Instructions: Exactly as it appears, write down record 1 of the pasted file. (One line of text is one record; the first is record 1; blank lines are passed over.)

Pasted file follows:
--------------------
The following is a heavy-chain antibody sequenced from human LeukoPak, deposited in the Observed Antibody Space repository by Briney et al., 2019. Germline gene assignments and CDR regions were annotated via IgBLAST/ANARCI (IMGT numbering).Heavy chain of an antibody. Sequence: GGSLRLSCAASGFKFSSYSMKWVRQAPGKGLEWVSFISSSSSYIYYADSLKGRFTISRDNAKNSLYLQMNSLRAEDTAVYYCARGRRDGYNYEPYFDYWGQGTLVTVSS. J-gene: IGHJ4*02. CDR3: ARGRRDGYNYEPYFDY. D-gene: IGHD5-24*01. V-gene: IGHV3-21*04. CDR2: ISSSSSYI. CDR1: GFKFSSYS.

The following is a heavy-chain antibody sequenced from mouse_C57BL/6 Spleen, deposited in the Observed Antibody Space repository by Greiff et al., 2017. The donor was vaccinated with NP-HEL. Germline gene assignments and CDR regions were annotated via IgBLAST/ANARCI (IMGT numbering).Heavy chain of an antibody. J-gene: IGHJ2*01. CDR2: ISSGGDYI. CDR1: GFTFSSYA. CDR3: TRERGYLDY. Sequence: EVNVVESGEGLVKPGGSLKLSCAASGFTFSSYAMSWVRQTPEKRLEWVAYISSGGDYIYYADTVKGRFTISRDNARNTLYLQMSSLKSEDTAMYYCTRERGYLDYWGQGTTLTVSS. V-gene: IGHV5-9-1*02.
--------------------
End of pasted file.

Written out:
The following is a heavy-chain antibody sequenced from human LeukoPak, deposited in the Observed Antibody Space repository by Briney et al., 2019. Germline gene assignments and CDR regions were annotated via IgBLAST/ANARCI (IMGT numbering).Heavy chain of an antibody. Sequence: GGSLRLSCAASGFKFSSYSMKWVRQAPGKGLEWVSFISSSSSYIYYADSLKGRFTISRDNAKNSLYLQMNSLRAEDTAVYYCARGRRDGYNYEPYFDYWGQGTLVTVSS. J-gene: IGHJ4*02. CDR3: ARGRRDGYNYEPYFDY. D-gene: IGHD5-24*01. V-gene: IGHV3-21*04. CDR2: ISSSSSYI. CDR1: GFKFSSYS.